In a move that can only be described as strange, Russian President Vladimir Putin was spotted yesterday at a publicity stunt for Russian Students Day, clad in a pair of high-heeled shoes. The President, who stands at a mere 5ft 7in, was seen parading around Vorobyovy Gory among students, seemingly more concerned with his appearance than focusing on the serious issues facing the country.

Putin and his propaganda ministers have carefully maintained his public image as President – though observers soon spotted him adding an extra inch with raised shoes.

The American historian Timothy Snyder said that Vladimir Putin was ‘seen as the closest match’ to fictional Soviet hero Stierlitz in polls, a national favourite and sort-of Russian James Bond, during his rise in the late-1990s.

Putin has since been careful to curate his macho image, being photographed riding horses and carrying rifles topless. 

In 2015, the Express reported that a Kremlin insider said nobody could be taller than the president in official photos. 

The source told the newspaper: ‘That’s why his bodyguards are always shorter than he is, to give the impression Putin is a tall person.’  

The Economist explained in 2020 : ‘In politics, height matters.’

The magazine reported research that taller politicians outperformed their rivals in the polls, on average.

This was attributed to taller people enjoying higher self esteem, on average, and being perceived as healthier, more intelligent and authoritative.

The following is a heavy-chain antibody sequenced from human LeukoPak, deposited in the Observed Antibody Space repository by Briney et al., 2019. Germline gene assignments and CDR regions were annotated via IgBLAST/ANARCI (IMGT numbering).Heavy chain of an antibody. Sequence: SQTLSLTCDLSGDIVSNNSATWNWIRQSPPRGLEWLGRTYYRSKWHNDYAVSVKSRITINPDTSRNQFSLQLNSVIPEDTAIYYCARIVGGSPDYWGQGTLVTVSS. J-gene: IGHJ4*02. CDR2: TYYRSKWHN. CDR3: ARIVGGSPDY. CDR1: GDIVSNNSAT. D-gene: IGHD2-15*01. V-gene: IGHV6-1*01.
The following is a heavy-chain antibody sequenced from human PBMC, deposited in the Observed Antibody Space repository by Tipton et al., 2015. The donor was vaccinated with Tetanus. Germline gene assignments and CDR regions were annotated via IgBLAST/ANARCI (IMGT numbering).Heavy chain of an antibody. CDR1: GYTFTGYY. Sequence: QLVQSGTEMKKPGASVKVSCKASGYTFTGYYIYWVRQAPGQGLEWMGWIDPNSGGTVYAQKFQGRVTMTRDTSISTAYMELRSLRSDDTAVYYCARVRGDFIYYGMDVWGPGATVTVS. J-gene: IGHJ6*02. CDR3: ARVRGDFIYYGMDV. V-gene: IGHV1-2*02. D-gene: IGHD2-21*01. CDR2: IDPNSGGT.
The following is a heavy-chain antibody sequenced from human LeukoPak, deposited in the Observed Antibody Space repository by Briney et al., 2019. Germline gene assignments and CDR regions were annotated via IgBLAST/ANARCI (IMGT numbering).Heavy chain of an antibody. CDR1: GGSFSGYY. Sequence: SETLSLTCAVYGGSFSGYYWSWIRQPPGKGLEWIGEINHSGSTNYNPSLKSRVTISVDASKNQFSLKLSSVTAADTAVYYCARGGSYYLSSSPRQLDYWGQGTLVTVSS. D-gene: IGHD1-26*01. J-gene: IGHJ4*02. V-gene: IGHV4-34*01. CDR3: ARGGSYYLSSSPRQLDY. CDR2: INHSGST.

Russia has been careful to censor negative representations of the President.

According to The Guardian, Russian lawyers reportedly planned a lawsuit against Warner Bros over apparent similarities between Putin and Harry Potter’s Dobby the Elf.

54% of children, responding to a poll on the CBBC website, said they agreed that Putin and Dobby had ‘probably’ been separated at birth. 

In 2017, the Russian President also made it illegal to share a meme of him presented as a ‘gay clown’.

The banned image, below, was called ‘extremist propaganda’.

Those caught retweeting the image could be fined 3,000 rubles (then $53) or spend 15 days in jail.

Alexander Tsvetkov was charged with incitement of hatred or enmity for sharing several images on his social media account.

The court said the image, according to Tsvetkov, hinted at ‘an allegedly non-standard sexual orientation of the Russian president.’ 

Tsvetkov was committed to a psychiatric institution for the misdemeanour. 

Campaigners for LGBT rights used the meme in media to protest the lack of protections afforded to the community in Russia.

The Russian justice ministry has outlawed more than 4,000 images, which also included anti-semitic and racist content – and painting Putin as a Nazi.

Russia also banned a popular image that showed him next to Prime Minister Dmitry Medvedev in full makeup holding flowers.